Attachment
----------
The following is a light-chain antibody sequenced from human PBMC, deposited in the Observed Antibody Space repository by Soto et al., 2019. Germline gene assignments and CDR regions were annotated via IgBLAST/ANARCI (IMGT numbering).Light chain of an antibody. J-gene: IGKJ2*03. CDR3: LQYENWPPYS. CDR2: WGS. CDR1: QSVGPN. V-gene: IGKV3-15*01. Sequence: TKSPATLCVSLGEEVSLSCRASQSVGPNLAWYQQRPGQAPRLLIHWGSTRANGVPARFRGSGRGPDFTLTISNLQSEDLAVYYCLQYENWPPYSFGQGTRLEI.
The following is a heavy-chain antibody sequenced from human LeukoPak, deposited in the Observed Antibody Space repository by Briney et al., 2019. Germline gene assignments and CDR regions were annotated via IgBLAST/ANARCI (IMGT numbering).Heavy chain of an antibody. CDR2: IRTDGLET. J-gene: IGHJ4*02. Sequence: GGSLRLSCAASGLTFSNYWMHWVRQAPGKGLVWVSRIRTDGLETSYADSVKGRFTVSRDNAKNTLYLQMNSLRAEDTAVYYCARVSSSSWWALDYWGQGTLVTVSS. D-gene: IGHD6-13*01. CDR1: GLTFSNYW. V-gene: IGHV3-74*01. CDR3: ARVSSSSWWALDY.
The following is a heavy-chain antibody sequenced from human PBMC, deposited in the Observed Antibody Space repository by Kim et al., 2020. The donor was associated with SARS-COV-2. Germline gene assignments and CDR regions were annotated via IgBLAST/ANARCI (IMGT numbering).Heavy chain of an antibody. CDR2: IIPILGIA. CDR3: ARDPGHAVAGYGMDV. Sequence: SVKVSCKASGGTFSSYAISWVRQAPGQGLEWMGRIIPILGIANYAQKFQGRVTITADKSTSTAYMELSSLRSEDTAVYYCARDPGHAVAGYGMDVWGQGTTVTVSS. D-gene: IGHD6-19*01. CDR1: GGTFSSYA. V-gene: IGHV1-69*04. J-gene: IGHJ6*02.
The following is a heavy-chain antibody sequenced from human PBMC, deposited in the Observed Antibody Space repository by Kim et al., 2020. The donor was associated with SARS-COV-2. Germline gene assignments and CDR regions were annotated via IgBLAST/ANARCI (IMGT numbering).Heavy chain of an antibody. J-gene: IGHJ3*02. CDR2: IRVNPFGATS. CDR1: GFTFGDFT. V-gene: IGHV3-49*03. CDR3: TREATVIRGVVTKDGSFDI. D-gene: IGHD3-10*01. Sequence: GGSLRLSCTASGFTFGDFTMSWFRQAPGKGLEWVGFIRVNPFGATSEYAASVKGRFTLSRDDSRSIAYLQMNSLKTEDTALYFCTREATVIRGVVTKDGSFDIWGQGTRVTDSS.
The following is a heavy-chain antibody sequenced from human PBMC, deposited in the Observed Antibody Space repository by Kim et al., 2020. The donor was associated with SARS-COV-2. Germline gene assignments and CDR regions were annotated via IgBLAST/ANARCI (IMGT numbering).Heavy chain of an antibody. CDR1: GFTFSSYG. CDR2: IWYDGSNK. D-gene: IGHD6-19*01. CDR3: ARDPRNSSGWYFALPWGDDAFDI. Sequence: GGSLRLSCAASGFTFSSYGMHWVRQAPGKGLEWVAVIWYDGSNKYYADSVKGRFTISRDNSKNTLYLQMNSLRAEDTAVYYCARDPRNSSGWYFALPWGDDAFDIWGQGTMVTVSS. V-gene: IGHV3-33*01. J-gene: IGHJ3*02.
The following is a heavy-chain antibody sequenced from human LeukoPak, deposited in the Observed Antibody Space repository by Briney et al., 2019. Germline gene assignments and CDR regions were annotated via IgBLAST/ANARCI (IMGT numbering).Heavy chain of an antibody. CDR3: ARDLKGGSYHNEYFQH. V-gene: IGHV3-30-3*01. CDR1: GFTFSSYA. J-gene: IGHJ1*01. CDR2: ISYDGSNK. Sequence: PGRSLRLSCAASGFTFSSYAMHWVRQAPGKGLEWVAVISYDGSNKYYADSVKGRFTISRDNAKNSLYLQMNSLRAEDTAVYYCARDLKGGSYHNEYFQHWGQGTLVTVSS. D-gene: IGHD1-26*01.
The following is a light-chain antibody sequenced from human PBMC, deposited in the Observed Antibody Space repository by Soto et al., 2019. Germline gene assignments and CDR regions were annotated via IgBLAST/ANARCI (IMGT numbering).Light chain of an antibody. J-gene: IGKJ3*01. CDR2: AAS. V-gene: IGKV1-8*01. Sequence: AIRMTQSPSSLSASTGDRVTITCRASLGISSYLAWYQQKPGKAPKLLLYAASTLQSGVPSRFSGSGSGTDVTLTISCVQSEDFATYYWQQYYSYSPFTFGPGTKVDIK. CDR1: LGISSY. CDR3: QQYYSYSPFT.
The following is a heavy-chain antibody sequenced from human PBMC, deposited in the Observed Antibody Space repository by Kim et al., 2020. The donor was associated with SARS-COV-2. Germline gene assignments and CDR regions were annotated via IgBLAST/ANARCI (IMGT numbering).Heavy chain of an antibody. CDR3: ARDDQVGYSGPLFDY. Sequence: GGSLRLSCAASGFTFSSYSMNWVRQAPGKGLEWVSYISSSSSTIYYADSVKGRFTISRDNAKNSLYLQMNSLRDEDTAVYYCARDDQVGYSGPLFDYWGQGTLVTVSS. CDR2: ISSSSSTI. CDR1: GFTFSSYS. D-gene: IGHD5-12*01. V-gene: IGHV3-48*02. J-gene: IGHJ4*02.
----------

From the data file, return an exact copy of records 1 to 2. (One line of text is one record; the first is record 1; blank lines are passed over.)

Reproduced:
The following is a light-chain antibody sequenced from human PBMC, deposited in the Observed Antibody Space repository by Soto et al., 2019. Germline gene assignments and CDR regions were annotated via IgBLAST/ANARCI (IMGT numbering).Light chain of an antibody. J-gene: IGKJ2*03. CDR3: LQYENWPPYS. CDR2: WGS. CDR1: QSVGPN. V-gene: IGKV3-15*01. Sequence: TKSPATLCVSLGEEVSLSCRASQSVGPNLAWYQQRPGQAPRLLIHWGSTRANGVPARFRGSGRGPDFTLTISNLQSEDLAVYYCLQYENWPPYSFGQGTRLEI.
The following is a heavy-chain antibody sequenced from human LeukoPak, deposited in the Observed Antibody Space repository by Briney et al., 2019. Germline gene assignments and CDR regions were annotated via IgBLAST/ANARCI (IMGT numbering).Heavy chain of an antibody. CDR2: IRTDGLET. J-gene: IGHJ4*02. Sequence: GGSLRLSCAASGLTFSNYWMHWVRQAPGKGLVWVSRIRTDGLETSYADSVKGRFTVSRDNAKNTLYLQMNSLRAEDTAVYYCARVSSSSWWALDYWGQGTLVTVSS. D-gene: IGHD6-13*01. CDR1: GLTFSNYW. V-gene: IGHV3-74*01. CDR3: ARVSSSSWWALDY.